A calendar that offers a forecast for every day of the coming year is not uncommon in Chinese households. I don’t often hear references to the calendar on most days. But every now and again I would hear my mom marvel, “Oh that calendar was right on for today!” In investing, there is also particular penchant for prediction at the beginning of the year. The start of a new year means we have put the previous one behind us, and knowledge of what the coming year will bring will be helpful.
But rarely do people look back to see whether those forecasts actually panned out…except, of course, on the rare occasions when some did materialize. As an example, “Why 2017 could be the year stock pickers regain their edge,” was published in early 2017. Among the many predictions used to justify a “stock pickers’ market” were: inflation should rise, interest rates should rise, value stocks will do well, correlations will be low and dispersion will be high.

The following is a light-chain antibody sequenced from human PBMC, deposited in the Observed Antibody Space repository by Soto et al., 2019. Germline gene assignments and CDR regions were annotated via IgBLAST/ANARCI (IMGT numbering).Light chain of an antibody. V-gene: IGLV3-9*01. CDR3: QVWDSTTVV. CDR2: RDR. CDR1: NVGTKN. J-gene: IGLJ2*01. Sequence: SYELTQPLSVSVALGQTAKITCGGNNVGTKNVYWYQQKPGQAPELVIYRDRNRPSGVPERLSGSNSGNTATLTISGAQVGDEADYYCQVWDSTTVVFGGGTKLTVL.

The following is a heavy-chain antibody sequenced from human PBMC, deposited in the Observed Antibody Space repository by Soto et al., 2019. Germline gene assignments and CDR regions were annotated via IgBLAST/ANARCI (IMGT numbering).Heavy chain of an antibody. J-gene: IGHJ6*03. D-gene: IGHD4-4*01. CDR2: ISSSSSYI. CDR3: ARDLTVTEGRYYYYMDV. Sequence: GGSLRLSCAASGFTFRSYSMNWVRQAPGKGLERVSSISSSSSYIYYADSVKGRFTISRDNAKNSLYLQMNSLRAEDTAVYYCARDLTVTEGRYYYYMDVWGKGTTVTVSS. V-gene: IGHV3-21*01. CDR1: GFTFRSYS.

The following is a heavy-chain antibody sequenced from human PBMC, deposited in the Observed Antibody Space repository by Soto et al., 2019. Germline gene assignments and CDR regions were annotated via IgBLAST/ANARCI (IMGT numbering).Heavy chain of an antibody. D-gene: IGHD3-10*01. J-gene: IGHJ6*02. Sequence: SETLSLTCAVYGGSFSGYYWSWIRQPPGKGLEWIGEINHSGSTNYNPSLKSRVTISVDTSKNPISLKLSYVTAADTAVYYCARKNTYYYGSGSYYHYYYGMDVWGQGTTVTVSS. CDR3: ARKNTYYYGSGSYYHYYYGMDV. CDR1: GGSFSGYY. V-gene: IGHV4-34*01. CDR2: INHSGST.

Many of these just did not happen in 2017; inflation remains tame, the 10-Year Treasury rate barely budged year over year, value did not make a comeback and dispersion was lower on average in 2017 compared to 2016.
One prediction, however, did happen. Correlations were lower on average in 2017 compared to 2016, and this is a commonly used justification for a better stock pickers’ market. Unfortunately, it is dispersion that defines the opportunities available for outperformance—and SPIVA data show that the lowest dispersion environments correspond with the worst manager performance).
More Managers Underperformed in Low-Dispersion Environments
In contrast, active managers are no more likely to outperform when correlation is low than when it is high.
Correlation Had No Significant Influence on the Outcome of Manager Performance
Undoubtedly, more predictions will be forthcoming for 2018 and likely, many will be the same ones that were made for 2017. But at least if we come across the one about low correlations we can check it off the list because it is irrelevant to the outcome of active performance.